Hello, my name is ***** ***** it is my pleasure to assist you with your question today. Are the other employee's circumstances similar, in a sense that they have language skills that are needed the same as you?
I forgot to add that bit. I am the only one on the team that speaks Danish. The other two people has another one on the team speaking the same language. When I am off on holiday the other team members take my DK enquiries and speak English with them which is perfectly acceptable from the clients perspective. The majority of my work is done in English it is only because I can I use Danish. I was told when I asked about working a four day week that it wasn't possible as I am the only DKsspeaking person on the team. My argument was that my illness (fibromyalgia) makes me have a lot of time off ill and to redeem that time it is important for me to let my body relax and recover.
Thanks for your help
You will have certain protection under the Equality Act 2010, which deals with rights against discrimination, one of which is disability discrimination. As a disabled person you have the right to expect the employer to make reasonable adjustments in the workplace. What amounts to ‘reasonable adjustments’ can have a wide interpretation and often depends on the individual circumstances of the employer, their business, the potential impact on other employees, the available resources, etc. Whilst legislation does not currently provide specific examples of what adjustments can be made, the following are examples that have been considered reasonable in case law over time:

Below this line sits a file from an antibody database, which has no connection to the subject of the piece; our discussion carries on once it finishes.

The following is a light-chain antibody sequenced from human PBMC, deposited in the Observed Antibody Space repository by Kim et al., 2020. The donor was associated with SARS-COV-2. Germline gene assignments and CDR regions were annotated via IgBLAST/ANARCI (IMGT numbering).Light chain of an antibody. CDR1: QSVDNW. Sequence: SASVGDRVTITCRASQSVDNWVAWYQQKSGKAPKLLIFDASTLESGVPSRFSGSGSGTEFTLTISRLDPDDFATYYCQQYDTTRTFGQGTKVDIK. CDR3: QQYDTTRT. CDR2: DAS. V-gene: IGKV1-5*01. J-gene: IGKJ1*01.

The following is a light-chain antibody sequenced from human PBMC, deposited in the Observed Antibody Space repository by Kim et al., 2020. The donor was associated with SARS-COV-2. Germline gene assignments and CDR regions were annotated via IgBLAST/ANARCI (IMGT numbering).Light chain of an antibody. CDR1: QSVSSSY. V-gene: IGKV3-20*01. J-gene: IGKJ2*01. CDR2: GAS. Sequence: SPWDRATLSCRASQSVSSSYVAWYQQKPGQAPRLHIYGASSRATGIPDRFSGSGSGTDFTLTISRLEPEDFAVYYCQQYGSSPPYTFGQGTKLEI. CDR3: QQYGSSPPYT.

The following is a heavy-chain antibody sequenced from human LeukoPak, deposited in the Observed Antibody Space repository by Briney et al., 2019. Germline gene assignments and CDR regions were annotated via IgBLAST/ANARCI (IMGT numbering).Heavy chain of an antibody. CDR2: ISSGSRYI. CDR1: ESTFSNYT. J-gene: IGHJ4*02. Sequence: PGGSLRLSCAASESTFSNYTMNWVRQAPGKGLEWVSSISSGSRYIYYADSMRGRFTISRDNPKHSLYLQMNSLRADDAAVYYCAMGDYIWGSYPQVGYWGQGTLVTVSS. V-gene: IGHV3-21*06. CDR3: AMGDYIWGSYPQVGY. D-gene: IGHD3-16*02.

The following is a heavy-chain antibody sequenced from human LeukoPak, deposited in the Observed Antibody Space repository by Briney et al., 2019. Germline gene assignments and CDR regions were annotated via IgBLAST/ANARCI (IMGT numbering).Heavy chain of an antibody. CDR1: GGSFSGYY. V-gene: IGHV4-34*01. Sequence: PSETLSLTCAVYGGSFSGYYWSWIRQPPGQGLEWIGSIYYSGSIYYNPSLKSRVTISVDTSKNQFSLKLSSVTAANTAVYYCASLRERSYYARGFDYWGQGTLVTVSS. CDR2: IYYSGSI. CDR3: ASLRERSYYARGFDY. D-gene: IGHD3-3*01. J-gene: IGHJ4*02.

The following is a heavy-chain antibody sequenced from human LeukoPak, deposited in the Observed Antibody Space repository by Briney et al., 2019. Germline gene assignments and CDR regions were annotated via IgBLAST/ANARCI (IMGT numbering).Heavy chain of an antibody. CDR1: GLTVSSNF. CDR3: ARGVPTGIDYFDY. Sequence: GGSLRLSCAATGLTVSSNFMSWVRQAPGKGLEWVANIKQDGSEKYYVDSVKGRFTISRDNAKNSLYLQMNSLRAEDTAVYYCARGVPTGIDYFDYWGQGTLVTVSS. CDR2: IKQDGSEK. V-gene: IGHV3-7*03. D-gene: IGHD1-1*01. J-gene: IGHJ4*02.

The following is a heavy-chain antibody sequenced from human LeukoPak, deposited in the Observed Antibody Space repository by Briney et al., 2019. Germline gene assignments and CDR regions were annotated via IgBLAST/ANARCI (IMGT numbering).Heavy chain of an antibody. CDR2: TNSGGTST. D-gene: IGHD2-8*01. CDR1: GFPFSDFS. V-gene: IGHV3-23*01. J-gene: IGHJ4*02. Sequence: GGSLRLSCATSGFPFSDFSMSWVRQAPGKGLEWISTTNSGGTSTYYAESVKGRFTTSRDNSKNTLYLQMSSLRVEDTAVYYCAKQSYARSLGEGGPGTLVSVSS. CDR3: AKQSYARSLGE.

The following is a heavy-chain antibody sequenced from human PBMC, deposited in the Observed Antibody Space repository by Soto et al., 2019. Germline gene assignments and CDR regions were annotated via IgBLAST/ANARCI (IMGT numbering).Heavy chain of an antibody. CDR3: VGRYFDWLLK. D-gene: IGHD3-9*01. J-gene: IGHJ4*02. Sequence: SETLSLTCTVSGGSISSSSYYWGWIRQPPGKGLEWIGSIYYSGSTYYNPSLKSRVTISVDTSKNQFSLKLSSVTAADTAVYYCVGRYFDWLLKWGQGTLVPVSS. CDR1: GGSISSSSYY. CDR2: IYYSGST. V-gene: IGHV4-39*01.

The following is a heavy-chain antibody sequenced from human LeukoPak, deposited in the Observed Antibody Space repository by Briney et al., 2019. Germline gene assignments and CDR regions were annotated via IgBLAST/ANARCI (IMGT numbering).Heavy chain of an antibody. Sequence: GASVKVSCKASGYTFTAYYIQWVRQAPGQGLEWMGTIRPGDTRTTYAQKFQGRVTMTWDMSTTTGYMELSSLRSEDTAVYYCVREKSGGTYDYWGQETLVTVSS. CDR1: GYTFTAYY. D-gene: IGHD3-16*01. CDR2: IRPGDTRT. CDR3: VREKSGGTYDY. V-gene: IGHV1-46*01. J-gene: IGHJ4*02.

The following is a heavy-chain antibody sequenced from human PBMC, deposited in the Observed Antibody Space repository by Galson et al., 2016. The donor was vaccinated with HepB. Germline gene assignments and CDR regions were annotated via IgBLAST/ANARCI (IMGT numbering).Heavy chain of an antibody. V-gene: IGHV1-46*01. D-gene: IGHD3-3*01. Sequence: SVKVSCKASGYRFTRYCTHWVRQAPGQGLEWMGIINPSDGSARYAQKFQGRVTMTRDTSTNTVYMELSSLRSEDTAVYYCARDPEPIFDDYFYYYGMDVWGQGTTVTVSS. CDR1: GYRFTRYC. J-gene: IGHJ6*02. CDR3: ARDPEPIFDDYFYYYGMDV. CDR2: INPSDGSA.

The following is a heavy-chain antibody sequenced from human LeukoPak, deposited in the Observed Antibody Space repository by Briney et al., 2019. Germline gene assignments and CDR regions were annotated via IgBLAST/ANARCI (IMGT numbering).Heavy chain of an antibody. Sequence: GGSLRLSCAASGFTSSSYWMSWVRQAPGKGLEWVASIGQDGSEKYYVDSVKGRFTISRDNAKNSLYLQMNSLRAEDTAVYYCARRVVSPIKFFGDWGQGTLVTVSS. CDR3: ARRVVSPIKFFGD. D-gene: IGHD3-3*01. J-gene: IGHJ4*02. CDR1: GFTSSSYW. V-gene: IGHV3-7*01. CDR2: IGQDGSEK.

You have asked to amend your hours of work and unless the employer can show that it is entirely unreasonable in the circumstances to accommodate that change. Then they could be guilty of discrimination by not making reasonable adjustments. The employer could just try and say this change is unreasonable but they will have to provide some strong justification as to why that is the case. In the circumstances that may be difficult assuming that your queries can be handled by your colleagues without the need to speak Danish. Had it been imperative to speak Danish and the employer was not in a position to recruit someone else to deal with the gap your absence would create then they may have had a slightly stronger defence but in this case it does appear rather weak.
You are able to pursue this further by raising a formal grievance and if needed you can also make a claim for disability discrimination in the employment tribunal.
Hope this clarifies your position? If you could please let me know that would be great, thank you
Hello, I see you have accessed and read my answer to your query. Please let me know if this has answered your original question or if you need me to clarify anything else for you in relation to this? I just need to know whether to close the question or not? Thanks